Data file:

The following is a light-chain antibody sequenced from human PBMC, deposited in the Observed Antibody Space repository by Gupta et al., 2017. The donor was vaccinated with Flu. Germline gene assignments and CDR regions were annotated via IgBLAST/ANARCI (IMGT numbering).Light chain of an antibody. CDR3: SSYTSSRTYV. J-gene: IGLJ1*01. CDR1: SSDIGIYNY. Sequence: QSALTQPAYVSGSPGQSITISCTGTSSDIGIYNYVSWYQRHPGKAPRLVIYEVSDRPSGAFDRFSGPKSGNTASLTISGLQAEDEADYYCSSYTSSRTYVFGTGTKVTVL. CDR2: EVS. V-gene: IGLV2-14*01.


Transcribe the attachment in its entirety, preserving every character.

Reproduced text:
The following is a light-chain antibody sequenced from human PBMC, deposited in the Observed Antibody Space repository by Gupta et al., 2017. The donor was vaccinated with Flu. Germline gene assignments and CDR regions were annotated via IgBLAST/ANARCI (IMGT numbering).Light chain of an antibody. CDR3: SSYTSSRTYV. J-gene: IGLJ1*01. CDR1: SSDIGIYNY. Sequence: QSALTQPAYVSGSPGQSITISCTGTSSDIGIYNYVSWYQRHPGKAPRLVIYEVSDRPSGAFDRFSGPKSGNTASLTISGLQAEDEADYYCSSYTSSRTYVFGTGTKVTVL. CDR2: EVS. V-gene: IGLV2-14*01.